To minimise the effect of your occasional furniture on the environment, you can use sustainable materials such as renewable fibres, textiles and wood species. Recycling is almost the norm now in textile-based poufs and beanbags, and coming up in stools and side tables. At the design stage, flat-pack solutions will reduce transport volume as well as cost. Design can also involve the easy dismantling of items to create a more sustainable end-of-life phase of the furniture. See an example of a circular side table made with coffee shell waste, plastic waste and upcycled steel from Mater

There is also a strong focus on social friendliness in workshops and factories. ILO-based working conditions are a standard requirement for all major certifications in the textile and furniture industry. Fair trade concepts are traditionally strong in textile and natural-fibre-based poufs and stools. Fair trade buyers also offer stools and side tables with a clear touch of origin, based on the material cultures of specific ethnic groups. These can offer the ideal mix of aesthetic and social value to a consumer who is really open to such new, meaningful stories.


  • Develop socially and environmentally responsible occasional furniture. Use materials that are local, renewable and/or recycled. Produce effectively and cleanly, pack well to reduce transport space, and help the consumer dispose of your product sustainably.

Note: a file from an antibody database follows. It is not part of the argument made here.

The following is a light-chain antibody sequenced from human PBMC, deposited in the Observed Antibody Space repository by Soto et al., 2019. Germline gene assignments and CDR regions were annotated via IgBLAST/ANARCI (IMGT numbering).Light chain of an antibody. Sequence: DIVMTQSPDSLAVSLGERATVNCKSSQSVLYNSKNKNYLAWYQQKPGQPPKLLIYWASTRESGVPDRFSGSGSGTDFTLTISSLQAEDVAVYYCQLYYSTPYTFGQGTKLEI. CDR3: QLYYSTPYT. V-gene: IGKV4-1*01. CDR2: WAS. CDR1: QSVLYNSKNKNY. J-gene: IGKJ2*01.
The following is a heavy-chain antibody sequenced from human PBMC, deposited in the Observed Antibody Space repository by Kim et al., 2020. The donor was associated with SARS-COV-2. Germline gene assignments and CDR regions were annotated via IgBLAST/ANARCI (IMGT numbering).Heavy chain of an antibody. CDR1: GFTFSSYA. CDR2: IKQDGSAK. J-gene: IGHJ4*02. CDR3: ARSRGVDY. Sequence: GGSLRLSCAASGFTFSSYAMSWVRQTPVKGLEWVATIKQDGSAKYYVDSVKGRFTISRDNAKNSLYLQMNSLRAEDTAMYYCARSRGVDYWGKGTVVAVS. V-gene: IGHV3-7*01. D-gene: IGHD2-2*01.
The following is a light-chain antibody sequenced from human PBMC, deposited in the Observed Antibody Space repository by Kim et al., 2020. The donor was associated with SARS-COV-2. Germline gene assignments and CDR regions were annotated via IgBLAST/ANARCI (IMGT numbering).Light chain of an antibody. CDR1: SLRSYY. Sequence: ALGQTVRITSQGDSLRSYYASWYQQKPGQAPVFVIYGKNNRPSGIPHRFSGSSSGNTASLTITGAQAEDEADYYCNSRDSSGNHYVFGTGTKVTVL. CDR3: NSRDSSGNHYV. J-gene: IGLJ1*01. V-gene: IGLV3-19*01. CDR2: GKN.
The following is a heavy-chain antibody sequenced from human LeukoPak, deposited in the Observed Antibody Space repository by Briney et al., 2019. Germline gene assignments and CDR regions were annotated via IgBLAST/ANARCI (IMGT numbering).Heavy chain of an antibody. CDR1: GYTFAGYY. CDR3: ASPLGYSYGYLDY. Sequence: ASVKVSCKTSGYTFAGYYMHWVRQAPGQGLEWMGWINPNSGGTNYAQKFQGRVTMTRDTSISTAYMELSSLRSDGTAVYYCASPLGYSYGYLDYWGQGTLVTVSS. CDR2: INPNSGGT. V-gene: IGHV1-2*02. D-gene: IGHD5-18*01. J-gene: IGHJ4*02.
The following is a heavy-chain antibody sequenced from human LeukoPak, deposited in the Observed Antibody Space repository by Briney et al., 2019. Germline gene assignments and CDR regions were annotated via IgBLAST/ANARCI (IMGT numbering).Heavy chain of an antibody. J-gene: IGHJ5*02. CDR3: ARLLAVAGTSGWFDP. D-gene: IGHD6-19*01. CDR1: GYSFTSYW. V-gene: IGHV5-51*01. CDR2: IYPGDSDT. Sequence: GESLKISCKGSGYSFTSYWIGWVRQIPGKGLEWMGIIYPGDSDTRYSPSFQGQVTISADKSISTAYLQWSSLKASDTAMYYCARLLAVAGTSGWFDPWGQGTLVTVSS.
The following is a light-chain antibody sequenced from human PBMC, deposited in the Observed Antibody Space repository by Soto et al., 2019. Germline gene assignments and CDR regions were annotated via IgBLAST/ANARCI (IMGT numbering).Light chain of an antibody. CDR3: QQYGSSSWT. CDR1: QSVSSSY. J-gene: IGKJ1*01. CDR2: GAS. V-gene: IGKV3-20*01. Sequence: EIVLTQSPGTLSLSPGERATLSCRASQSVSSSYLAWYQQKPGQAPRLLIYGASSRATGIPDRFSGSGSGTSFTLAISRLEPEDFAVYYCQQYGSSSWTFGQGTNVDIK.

• If your products have a unique origin and/or story, communicate the special techniques, materials, producers, processes or meanings. This may add value to your concept, and to your importer’s concept.
  • If your importer is interested, consider certification options such as fair trade or BSCI compliance. For more information, see our studies about market entry for occasional furniture and buyer requirements for HDHT.
  • See our special study on sustainability in HDHT for more information, as well as our webinar on sustainability in the European HDHT market.

Wellness: closer to nature

European consumers are constantly trying to improve themselves, both in body and mind. Two-thirds of consumers are more conscious of looking after their physical/mental health than they were before the pandemic. In a 2021 global Young Living survey, 48% of respondents report they are making wellness and self-care a top priority. They do so, for example, by turning to at-home spa and yoga practices.

The home also plays an important role in wellness. Recent lockdowns have made this especially relevant, as people had to stay at home together in relatively small spaces. In a 2021 Life at Home survey, 40% of respondents who felt more positive towards their home also saw a positive impact on their mental health. For 27%, it has become more important that their ideal home is ‘easy to clean’ and ‘kept clutter-free’. Flexible occasional furniture fits in well with this need.

Connecting to nature is also a key part of the wellness trend. Consumers spend more time in the garden or on the balcony. They decorate these spaces to eat, drink, entertain, or just relax enjoy being outside. Consumers without outdoor space can create an indoor garden with plants and flowers. The same drive also sparks a need for natural materials, such as blonde wood and unbleached textiles with natural dyes. Designs can mimic nature by using flower and leaf patterns, and earthy tones.